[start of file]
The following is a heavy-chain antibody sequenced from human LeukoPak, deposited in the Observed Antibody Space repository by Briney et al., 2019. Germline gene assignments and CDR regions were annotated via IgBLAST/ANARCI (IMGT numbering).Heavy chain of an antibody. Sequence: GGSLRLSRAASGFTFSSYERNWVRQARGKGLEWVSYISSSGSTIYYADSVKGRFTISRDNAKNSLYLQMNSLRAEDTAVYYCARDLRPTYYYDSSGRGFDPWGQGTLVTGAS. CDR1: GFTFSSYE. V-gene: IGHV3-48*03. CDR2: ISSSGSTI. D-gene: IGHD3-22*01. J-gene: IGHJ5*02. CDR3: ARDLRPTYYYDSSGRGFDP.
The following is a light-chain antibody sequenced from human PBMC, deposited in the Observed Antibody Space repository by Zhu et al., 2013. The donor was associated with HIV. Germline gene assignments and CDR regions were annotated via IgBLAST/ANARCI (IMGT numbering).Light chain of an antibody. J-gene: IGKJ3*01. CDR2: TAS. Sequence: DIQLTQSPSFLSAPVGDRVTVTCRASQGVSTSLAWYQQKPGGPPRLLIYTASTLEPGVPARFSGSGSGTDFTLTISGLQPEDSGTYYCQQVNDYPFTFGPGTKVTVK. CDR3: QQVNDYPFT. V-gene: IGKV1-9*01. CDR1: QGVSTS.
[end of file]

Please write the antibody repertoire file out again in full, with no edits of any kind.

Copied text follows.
The following is a heavy-chain antibody sequenced from human LeukoPak, deposited in the Observed Antibody Space repository by Briney et al., 2019. Germline gene assignments and CDR regions were annotated via IgBLAST/ANARCI (IMGT numbering).Heavy chain of an antibody. Sequence: GGSLRLSRAASGFTFSSYERNWVRQARGKGLEWVSYISSSGSTIYYADSVKGRFTISRDNAKNSLYLQMNSLRAEDTAVYYCARDLRPTYYYDSSGRGFDPWGQGTLVTGAS. CDR1: GFTFSSYE. V-gene: IGHV3-48*03. CDR2: ISSSGSTI. D-gene: IGHD3-22*01. J-gene: IGHJ5*02. CDR3: ARDLRPTYYYDSSGRGFDP.
The following is a light-chain antibody sequenced from human PBMC, deposited in the Observed Antibody Space repository by Zhu et al., 2013. The donor was associated with HIV. Germline gene assignments and CDR regions were annotated via IgBLAST/ANARCI (IMGT numbering).Light chain of an antibody. J-gene: IGKJ3*01. CDR2: TAS. Sequence: DIQLTQSPSFLSAPVGDRVTVTCRASQGVSTSLAWYQQKPGGPPRLLIYTASTLEPGVPARFSGSGSGTDFTLTISGLQPEDSGTYYCQQVNDYPFTFGPGTKVTVK. CDR3: QQVNDYPFT. V-gene: IGKV1-9*01. CDR1: QGVSTS.